Within the chaos of fragmented entrepreneurship events and activities, in terms of focus and outcomes, in the Kingdom, Effat University appeared recently on the theater with its first entrepreneurship boot camp for universities’ women students. It was not only a good one but unique in deliverables. For me, it looked a professional package in empowering women in social entrepreneurship in Saudi Arabia.
In collaboration with Henry Ford Entrepreneurship Program from the United States, on March 5th, Effat University conducted its first four days social entrepreneurship boot camp. A total of 148 women students joined the boot camp where 112 were from Effat University, and the remaining 36 were from other educational institutes in Jeddah. Through a structured ‘one-step-at-a-time’ methodology, the attendees built 37 different teams mentored by 23 professionals with various backgrounds such as engineering, education, business, finance, and law. The competition was hot between the teams toward winning joining the Henry Ford Program in Effat University’s accelerator.
What is unusual about this event is that Effat University replaced the common trend of wishful thinking, that is likely leading to no-where, with a value-focused direction. It used the Kingdom’s Vision 2030 as the Compass for the potential entrepreneurs. The participants, who were full of passion and enthusiasm, worked hard on articulating ventures’ ideas that contribute to both the Saudi society, economy, and themselves under the Kingdom’s vision 2030 umbrella. The breath-taking part of the story is that those students were not only Saudis but also from Africa, India, Pakistan, Egypt, and Yemen. Ideas were diversified and some were creative. For instance, the Indian student’s team wanted to transfer the Indian know-how model in treating diabetes to the Kingdom in the format of a joint-venture business with Saudi entrepreneurs. The Pakistani students’ team identified a way through using audio technology to effectively and efficiently manage pilgrims’ convoys while communicating with locals in Makkah and Madinah during Haj seasons. The scene was something new for me. I enjoyed living the diversity and the desire of those young talented women entrepreneurs to participate in the Kingdom’s vision in their own ways. Most of the ventures’ ideas were amazing, and few, in my opinion, were potential for a first-round pitching. The output was astonishing from those very young ladies.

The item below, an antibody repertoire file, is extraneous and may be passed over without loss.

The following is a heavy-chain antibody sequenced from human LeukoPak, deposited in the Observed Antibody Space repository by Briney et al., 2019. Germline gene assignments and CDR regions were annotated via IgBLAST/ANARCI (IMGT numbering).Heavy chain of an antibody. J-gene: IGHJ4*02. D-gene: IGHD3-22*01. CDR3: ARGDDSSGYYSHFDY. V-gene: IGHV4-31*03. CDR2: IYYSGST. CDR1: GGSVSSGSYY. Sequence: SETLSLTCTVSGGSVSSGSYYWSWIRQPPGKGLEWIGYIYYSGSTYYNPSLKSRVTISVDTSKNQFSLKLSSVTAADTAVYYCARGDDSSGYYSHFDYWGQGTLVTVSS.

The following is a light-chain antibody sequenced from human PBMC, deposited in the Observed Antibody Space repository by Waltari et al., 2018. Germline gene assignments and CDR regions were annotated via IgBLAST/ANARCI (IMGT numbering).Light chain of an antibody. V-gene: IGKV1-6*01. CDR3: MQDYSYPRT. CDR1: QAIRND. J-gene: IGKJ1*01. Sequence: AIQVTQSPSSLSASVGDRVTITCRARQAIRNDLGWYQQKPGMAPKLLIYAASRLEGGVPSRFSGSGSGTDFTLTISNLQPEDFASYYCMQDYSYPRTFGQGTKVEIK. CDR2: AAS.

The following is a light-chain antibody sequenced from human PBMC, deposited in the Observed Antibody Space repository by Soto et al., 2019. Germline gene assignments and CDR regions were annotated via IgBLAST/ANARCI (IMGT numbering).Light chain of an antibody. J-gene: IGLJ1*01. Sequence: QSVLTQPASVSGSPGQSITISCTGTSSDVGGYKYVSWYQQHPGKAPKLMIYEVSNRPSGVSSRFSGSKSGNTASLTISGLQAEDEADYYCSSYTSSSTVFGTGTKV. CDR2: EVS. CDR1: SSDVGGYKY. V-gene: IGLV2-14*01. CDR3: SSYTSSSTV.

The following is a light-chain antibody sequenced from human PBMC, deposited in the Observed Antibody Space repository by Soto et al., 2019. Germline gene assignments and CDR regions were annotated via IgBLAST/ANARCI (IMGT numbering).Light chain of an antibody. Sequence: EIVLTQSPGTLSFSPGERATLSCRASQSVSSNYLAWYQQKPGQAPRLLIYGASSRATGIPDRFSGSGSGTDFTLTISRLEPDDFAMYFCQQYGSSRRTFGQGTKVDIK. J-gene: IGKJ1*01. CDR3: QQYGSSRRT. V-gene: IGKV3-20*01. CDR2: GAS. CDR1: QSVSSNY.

Effat University merged, homogeneously, between empowering women and social entrepreneurship. Using the Kingdom’s Vision 2030 as a compass for this boot camp, makes this institute one of the first ones, if not the first indeed, to apply what I define it as “Value-Focused Entrepreneurship” in the Kingdom. The boot camp’s output is not something abnormal as this educational institute is an outcome of the dream and effort of Queen Effat’s in improving the education in Saudi Arabia. With the empowerment from King Faisal who believed in education, Queen Effat’s vision is not only a reality, today, but an icon too. For me, Effat University could become the top-notch institute in the field of empowering women and social entrepreneurship in Saudi Arabia. I am so happy for the evolution, I see, in high education. The Kingdom is changing!
The mindset in this private educational institute is unique when compared to others. It is rigorous yet practical. It is open yet with ethics and values. Every time I go there, I see more evidence that makes me believe that Effat University is more likely to become the “Eton” of Saudi Arabia in the field of women empowerment and social entrepreneurship. Its experience could be replicated in other areas in the world especially in the Islamic world as it considers the Islamic values yet with a modern and an open-minded perspective.
Jamal A. O. Al Akkad, Jeddah, 2017